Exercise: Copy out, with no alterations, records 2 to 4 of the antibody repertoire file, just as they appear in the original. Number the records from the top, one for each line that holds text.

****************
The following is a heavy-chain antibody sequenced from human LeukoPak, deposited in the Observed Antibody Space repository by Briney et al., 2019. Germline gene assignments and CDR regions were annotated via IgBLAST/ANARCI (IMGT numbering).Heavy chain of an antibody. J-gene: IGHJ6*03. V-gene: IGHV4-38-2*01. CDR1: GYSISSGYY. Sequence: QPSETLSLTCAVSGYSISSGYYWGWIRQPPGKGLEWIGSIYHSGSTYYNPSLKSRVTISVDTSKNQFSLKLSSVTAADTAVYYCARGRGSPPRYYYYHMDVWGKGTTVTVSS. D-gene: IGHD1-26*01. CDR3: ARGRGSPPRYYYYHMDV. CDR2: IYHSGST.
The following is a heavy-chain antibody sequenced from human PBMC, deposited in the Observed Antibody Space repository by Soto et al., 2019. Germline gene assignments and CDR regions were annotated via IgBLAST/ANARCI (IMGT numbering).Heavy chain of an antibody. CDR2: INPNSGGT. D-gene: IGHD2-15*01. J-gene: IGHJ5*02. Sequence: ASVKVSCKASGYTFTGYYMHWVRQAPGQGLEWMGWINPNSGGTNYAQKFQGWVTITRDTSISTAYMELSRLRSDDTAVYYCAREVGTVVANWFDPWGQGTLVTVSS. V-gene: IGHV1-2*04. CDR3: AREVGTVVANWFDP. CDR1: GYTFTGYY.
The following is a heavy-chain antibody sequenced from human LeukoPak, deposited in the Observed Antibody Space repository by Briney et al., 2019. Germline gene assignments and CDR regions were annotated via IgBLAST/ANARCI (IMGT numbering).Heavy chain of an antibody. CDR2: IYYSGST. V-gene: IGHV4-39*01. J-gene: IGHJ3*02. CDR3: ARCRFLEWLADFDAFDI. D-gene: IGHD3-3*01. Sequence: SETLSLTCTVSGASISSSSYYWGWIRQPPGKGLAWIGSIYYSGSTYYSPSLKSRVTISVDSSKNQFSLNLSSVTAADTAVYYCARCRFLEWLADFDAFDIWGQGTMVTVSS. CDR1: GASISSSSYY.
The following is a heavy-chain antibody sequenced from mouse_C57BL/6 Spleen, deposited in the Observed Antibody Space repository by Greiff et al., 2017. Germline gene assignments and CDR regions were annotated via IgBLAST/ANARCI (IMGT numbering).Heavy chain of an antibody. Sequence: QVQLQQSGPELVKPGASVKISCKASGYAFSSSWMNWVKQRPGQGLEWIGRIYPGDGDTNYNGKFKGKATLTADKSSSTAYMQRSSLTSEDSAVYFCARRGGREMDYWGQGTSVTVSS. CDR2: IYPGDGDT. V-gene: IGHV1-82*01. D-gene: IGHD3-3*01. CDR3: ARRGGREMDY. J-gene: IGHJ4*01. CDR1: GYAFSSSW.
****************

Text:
The following is a heavy-chain antibody sequenced from human PBMC, deposited in the Observed Antibody Space repository by Soto et al., 2019. Germline gene assignments and CDR regions were annotated via IgBLAST/ANARCI (IMGT numbering).Heavy chain of an antibody. CDR2: INPNSGGT. D-gene: IGHD2-15*01. J-gene: IGHJ5*02. Sequence: ASVKVSCKASGYTFTGYYMHWVRQAPGQGLEWMGWINPNSGGTNYAQKFQGWVTITRDTSISTAYMELSRLRSDDTAVYYCAREVGTVVANWFDPWGQGTLVTVSS. V-gene: IGHV1-2*04. CDR3: AREVGTVVANWFDP. CDR1: GYTFTGYY.
The following is a heavy-chain antibody sequenced from human LeukoPak, deposited in the Observed Antibody Space repository by Briney et al., 2019. Germline gene assignments and CDR regions were annotated via IgBLAST/ANARCI (IMGT numbering).Heavy chain of an antibody. CDR2: IYYSGST. V-gene: IGHV4-39*01. J-gene: IGHJ3*02. CDR3: ARCRFLEWLADFDAFDI. D-gene: IGHD3-3*01. Sequence: SETLSLTCTVSGASISSSSYYWGWIRQPPGKGLAWIGSIYYSGSTYYSPSLKSRVTISVDSSKNQFSLNLSSVTAADTAVYYCARCRFLEWLADFDAFDIWGQGTMVTVSS. CDR1: GASISSSSYY.
The following is a heavy-chain antibody sequenced from mouse_C57BL/6 Spleen, deposited in the Observed Antibody Space repository by Greiff et al., 2017. Germline gene assignments and CDR regions were annotated via IgBLAST/ANARCI (IMGT numbering).Heavy chain of an antibody. Sequence: QVQLQQSGPELVKPGASVKISCKASGYAFSSSWMNWVKQRPGQGLEWIGRIYPGDGDTNYNGKFKGKATLTADKSSSTAYMQRSSLTSEDSAVYFCARRGGREMDYWGQGTSVTVSS. CDR2: IYPGDGDT. V-gene: IGHV1-82*01. D-gene: IGHD3-3*01. CDR3: ARRGGREMDY. J-gene: IGHJ4*01. CDR1: GYAFSSSW.